Standards have been around in the industry as long as the industry itself. But if they are followed, does that mean that you’ll have improved reliability? The answer is a famous one in certain circles; it depends on a few things, such as the product’s intended use and warranty. If you are building something that must work only as it leaves the facility and is considered a Class I product, then reliability isn’t something you need to worry about. But having been in electronics for just shy of 20 years, I can say that the next time we work on a Class I failure analysis project, it will pretty much be the first. Class I electronics serve a different purpose in life, and if they fail, it’s normally not a big deal; instead, it’s mainly a minor inconvenience. In this month’s column, I’ll speak to specifications for Class I, II, and III products per IPC definitions as well as the IPC standards process.
Class I, II, and III
The low-cost materials and disposable nature of Class I products basically preclude them from ever being labeled as high-reliability. Within IPC guidelines for Class I, the assembly guidelines are very different than Class II or Class III. This isn’t necessarily a knock on Class I products by any means. IPC’s definition for Class I is “includes products suitable for applications where the major requirement is the function of the completed assembly.” There’s not a single word about reliability or critical nature of their intended use.
Class II is defined as dedicated service electronic products, which “includes products where continued performance and extended life is required, and for which uninterrupted service is desired but not critical. Typically, the end-use environment would not cause failures.” Class II products would be found in a lot of automotive electronics, not related to safety, as well as harsh environment electronics that may not necessarily be life-critical but are expected to operate for 20+ years.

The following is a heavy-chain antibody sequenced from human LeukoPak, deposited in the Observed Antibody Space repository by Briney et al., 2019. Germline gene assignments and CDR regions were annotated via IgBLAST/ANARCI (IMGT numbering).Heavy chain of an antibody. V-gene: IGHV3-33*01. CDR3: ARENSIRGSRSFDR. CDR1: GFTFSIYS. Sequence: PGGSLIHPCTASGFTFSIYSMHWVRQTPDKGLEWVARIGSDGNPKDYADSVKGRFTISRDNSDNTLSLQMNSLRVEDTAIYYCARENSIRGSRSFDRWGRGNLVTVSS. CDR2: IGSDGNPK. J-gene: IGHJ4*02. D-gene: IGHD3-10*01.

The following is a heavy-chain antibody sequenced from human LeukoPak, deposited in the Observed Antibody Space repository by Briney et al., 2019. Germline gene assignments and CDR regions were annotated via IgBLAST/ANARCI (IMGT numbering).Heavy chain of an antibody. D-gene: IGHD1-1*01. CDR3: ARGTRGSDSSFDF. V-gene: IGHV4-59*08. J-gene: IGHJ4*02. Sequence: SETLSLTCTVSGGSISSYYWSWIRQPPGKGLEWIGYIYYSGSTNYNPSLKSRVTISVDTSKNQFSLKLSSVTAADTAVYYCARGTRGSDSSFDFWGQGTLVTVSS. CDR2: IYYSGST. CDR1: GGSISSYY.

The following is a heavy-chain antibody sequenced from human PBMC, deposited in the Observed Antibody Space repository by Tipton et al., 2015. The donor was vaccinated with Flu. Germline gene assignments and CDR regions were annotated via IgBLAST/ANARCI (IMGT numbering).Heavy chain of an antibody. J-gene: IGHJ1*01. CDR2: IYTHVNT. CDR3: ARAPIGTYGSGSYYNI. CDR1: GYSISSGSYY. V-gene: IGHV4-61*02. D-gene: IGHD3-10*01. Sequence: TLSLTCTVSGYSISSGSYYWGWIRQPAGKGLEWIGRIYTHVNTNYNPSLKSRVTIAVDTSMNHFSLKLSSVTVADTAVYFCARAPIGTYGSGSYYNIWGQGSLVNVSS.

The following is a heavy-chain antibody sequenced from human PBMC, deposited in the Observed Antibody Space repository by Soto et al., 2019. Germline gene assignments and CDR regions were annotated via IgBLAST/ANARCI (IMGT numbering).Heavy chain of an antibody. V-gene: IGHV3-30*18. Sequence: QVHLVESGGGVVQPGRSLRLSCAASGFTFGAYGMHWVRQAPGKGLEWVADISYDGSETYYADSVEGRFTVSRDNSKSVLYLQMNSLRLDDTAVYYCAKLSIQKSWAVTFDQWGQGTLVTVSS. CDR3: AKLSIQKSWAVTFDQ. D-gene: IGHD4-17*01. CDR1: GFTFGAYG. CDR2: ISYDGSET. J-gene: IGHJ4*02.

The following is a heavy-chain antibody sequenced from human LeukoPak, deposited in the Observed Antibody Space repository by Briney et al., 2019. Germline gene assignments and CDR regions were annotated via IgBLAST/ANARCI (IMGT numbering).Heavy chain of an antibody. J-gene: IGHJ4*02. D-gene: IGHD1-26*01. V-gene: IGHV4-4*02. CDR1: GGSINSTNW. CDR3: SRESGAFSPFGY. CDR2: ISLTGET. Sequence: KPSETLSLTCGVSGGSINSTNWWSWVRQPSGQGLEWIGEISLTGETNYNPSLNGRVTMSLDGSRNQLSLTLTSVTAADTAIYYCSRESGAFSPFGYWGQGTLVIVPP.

Class III is defined as “products where continued high performance or performance-on-demand is critical, equipment downtime cannot be tolerated, the end-use environment may be uncommonly harsh, and the equipment must function when required, such as life support or other critical systems.” These electronics are most commonly found in industries like healthcare and aerospace. When your life, or the life of others, is on the line, Class I simply won’t do.
The standards for assembling Class II and III are well known with IPC J-STD-001 being the cornerstone of the J-STD series of standards. J-STD-001 is titled “Requirements for Soldered Electrical and Electronic Assemblies,” which covers a lot of ground. The Technical Activities Executive Committee (TAEC) says, among other things, that standards should focus on the end-use environment, not tell you how to make something. That last part is very important to remember because standards aren’t the full recipe necessary to build electronics; they should be considered a guideline to reference when there is uncertainty on how to do some part of the process. The order of precedent on any drawing should be as agreed between the user and the supplier and standards like J-STD. This helps to drive home the point that IPC standards are not necessarily the final word on how to build a PCBA, but should be used as a companion to the demands of the customers.
To read this entire column, which appeared in the September 2019 SMT007 Magazine, click here.